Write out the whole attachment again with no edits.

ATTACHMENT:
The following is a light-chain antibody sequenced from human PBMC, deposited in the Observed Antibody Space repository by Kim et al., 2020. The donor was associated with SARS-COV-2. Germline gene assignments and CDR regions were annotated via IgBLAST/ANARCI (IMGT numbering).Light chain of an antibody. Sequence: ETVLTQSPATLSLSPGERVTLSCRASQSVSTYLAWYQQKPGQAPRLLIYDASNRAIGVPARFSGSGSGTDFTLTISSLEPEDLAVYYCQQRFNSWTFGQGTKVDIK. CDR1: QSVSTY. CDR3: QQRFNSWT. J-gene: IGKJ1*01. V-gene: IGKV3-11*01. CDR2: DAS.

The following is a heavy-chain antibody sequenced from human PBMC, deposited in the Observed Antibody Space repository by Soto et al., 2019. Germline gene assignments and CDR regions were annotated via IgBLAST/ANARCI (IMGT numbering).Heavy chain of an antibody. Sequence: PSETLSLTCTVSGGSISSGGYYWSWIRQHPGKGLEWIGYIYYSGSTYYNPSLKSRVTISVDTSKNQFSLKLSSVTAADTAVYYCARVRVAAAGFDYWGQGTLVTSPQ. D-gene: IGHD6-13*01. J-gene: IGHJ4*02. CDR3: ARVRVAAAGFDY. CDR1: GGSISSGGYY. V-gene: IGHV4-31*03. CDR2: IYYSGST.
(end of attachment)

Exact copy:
The following is a light-chain antibody sequenced from human PBMC, deposited in the Observed Antibody Space repository by Kim et al., 2020. The donor was associated with SARS-COV-2. Germline gene assignments and CDR regions were annotated via IgBLAST/ANARCI (IMGT numbering).Light chain of an antibody. Sequence: ETVLTQSPATLSLSPGERVTLSCRASQSVSTYLAWYQQKPGQAPRLLIYDASNRAIGVPARFSGSGSGTDFTLTISSLEPEDLAVYYCQQRFNSWTFGQGTKVDIK. CDR1: QSVSTY. CDR3: QQRFNSWT. J-gene: IGKJ1*01. V-gene: IGKV3-11*01. CDR2: DAS.

The following is a heavy-chain antibody sequenced from human PBMC, deposited in the Observed Antibody Space repository by Soto et al., 2019. Germline gene assignments and CDR regions were annotated via IgBLAST/ANARCI (IMGT numbering).Heavy chain of an antibody. Sequence: PSETLSLTCTVSGGSISSGGYYWSWIRQHPGKGLEWIGYIYYSGSTYYNPSLKSRVTISVDTSKNQFSLKLSSVTAADTAVYYCARVRVAAAGFDYWGQGTLVTSPQ. D-gene: IGHD6-13*01. J-gene: IGHJ4*02. CDR3: ARVRVAAAGFDY. CDR1: GGSISSGGYY. V-gene: IGHV4-31*03. CDR2: IYYSGST.